5 Replies to “How do I remove these spots from car paint?”

  1. Clay bar. Re wash it and get all the wax/polish off, only wax and polish it once its clean.

  2. Car was covered in pollen for a few weeks. I used car cleaner followed by a cleaner/wax and the picture is the result. Not sure if the paint is damaged :/

  3. What kind of car is that? That could help you determine the make up of the paint. I say this because I had a guards red porsche that was “chalky” and dull looking. The paint though was a single stage point from the factory. So there was no “clear coat” to polish. Some paints are primer, base color That’s actually quite thin, and a really think clear cost that is what you polish and if you actually get down to the base color the paint jobs pretty well gone. A single stage paint is primer and a really thick coating of really hard “color”. When you polish it the color will transfer to the polishing wheel for example. This type of paint generally is used for solid colors without metallic flakes. If it’s a single stage you can polish Through the paint layer to the primer. Which looks like what may have happened here. It could also be dried polish. Which should never be left on your car for any length of time. Polishing is just making a bunch of smaller and smaller evenly distributed scratches. So compounds are an abrasive no difference than thick dust, sand paper, or a rock sliding across the surface. The only difference is the uniformity and depth of the scratches they produce. Fewer abs deeper make it more easily noticeable. And speaking of pollen. My red Porsche would look yellow orange some days while I was stationed in NC from the pollen. Sadly. I got nothing for you there except wash it Really well. Polish it with something like Meguires(Spelling?) Professional mirror glaze, then If it removes the white streaks. Wax it after. Really you should only need to wax it once clean, you can use a “cleaning wax” that breaks down from a polishers go more of a waxing media as it’s being used to smooth it out. But unless it’s staring to dull I wouldn‘t mess with it. If the paints damaged. There isn’t really any easy or cheap way to to correct it in a “right” way. Even if you paint it again it will need blended most likely. I don’t have any personal experience but have been told before single stage paints are really hard to correct because no 2 batches that are mixed are really the same but most would likely never be able to tell. but the way they cure doesn’t lend its self well to blending with out use of blending aids that essentially attempt to melt the new paint to any old paint at the edges. Hope this helps. Good luck.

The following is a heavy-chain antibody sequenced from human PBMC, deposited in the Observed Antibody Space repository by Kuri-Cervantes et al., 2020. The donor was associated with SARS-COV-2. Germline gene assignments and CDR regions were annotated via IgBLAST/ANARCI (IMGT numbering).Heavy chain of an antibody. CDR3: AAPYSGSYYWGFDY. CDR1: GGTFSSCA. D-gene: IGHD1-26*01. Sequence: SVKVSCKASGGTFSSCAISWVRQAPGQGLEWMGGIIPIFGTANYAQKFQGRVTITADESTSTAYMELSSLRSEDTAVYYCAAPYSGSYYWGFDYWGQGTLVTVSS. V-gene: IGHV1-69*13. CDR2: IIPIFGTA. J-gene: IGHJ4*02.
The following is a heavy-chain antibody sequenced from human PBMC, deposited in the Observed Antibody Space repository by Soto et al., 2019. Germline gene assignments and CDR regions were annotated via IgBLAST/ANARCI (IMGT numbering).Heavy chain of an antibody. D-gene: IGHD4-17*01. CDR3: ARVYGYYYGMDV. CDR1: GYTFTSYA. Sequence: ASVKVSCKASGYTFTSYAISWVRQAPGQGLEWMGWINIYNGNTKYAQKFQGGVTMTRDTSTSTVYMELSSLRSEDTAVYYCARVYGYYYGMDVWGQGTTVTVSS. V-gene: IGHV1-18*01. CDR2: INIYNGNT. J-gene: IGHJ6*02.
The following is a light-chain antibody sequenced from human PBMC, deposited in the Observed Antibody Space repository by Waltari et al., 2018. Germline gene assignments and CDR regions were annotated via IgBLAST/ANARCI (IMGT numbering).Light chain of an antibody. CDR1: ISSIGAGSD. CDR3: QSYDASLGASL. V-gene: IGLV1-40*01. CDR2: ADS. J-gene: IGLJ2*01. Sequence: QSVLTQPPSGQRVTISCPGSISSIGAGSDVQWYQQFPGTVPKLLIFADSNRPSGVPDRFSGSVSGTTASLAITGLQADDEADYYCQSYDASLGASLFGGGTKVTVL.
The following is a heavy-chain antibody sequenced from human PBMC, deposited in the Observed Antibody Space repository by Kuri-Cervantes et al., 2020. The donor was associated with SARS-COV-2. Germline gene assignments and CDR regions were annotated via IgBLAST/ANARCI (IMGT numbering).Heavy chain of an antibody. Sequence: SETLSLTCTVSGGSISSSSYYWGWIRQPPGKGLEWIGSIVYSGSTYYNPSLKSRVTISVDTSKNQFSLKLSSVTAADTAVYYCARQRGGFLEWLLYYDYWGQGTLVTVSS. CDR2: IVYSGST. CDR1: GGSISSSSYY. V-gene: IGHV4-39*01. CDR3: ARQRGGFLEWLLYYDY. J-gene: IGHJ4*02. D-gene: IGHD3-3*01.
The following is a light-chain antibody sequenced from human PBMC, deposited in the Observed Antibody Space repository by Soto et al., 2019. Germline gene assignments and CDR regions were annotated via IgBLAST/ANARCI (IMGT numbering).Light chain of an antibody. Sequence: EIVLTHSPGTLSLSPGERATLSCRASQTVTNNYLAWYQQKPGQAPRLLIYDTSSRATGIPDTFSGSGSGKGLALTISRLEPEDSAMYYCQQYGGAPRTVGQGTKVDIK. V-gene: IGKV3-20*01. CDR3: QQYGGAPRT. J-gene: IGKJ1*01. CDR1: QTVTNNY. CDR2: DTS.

Comments are closed.